If you want better recruiting results, you might be looking for solutions in all the wrong places. Your biggest improvements might not be found in replacing your staff or improving your HR technology, or developing a new social media strategy.
The shortest path to better recruiting results might be found in finding someone to ask more uncomfortable questions:
When a hiring managers have developed unreasonable expectations about who would want to come work for your firm, has someone explained the labor market to them and asked him what trade-offs they are willing to make?
When your candidate sourcing team has hit the wall, and is running out of people to contact, who can help them look at the problem from a different angle, and who asks them to try a different approach rather than grinding away on an impossible quest?
When you have interviewed every viable candidate from your local labor market, who is asking the hiring managers how they might want to structure the work differently to enable them to hire people who actually exist?
When you are finding qualified candidates but the managers are slow to interview, who is advising the managers of the cost of their delay? Who is concerned about creating a good experience for the candidates?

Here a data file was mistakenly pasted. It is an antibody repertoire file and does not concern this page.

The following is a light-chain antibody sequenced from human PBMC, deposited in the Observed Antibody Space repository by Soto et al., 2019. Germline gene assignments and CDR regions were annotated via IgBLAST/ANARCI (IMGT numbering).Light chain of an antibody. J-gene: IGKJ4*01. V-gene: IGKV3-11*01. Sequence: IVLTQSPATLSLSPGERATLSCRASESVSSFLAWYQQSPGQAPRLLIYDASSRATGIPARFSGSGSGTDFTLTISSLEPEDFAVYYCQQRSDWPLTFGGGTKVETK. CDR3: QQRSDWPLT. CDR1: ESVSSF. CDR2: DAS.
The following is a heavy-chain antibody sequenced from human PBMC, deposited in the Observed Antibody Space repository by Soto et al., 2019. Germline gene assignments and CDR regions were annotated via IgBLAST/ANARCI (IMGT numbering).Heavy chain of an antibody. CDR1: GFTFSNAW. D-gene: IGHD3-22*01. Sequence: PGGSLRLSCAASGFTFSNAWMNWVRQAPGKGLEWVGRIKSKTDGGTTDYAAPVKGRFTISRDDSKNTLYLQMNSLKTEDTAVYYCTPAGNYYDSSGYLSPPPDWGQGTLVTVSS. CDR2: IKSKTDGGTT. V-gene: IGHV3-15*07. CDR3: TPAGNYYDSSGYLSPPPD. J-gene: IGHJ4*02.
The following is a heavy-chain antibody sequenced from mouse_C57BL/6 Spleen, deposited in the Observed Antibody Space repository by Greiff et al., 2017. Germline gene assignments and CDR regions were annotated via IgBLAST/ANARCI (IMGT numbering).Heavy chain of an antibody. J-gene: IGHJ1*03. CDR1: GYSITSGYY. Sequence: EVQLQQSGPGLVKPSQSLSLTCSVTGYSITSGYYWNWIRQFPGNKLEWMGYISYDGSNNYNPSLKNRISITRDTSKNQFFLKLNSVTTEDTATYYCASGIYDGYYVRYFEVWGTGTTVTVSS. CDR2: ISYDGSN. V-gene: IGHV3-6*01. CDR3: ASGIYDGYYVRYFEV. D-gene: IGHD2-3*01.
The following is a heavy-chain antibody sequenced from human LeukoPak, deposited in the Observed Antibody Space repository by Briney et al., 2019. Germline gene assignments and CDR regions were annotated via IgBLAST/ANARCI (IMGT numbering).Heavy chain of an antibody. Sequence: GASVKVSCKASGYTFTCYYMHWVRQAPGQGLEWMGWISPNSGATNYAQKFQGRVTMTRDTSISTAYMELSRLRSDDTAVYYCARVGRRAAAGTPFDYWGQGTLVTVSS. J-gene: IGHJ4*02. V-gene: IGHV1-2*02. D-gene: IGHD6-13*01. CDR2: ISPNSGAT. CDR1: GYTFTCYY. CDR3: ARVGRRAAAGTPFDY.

When hiring managers have interviewed several people and are still not impressed, who is looking at how the candidates are being pre-screened to ensure that the wrong people are not moving forward, while the right ones are potentially not being attracted, or are perhaps being weeded out?
Who is reviewing your job advertising to ask if the message is interesting?
This list could go on, but the point is simple: working harder is often not the solution. And even though the biggest improvements in recruiting results come from asking uncomfortable questions, busy recruiters usually default to just working harder and complaining about the hiring managers. (It's no wonder burnout rates are epidemic).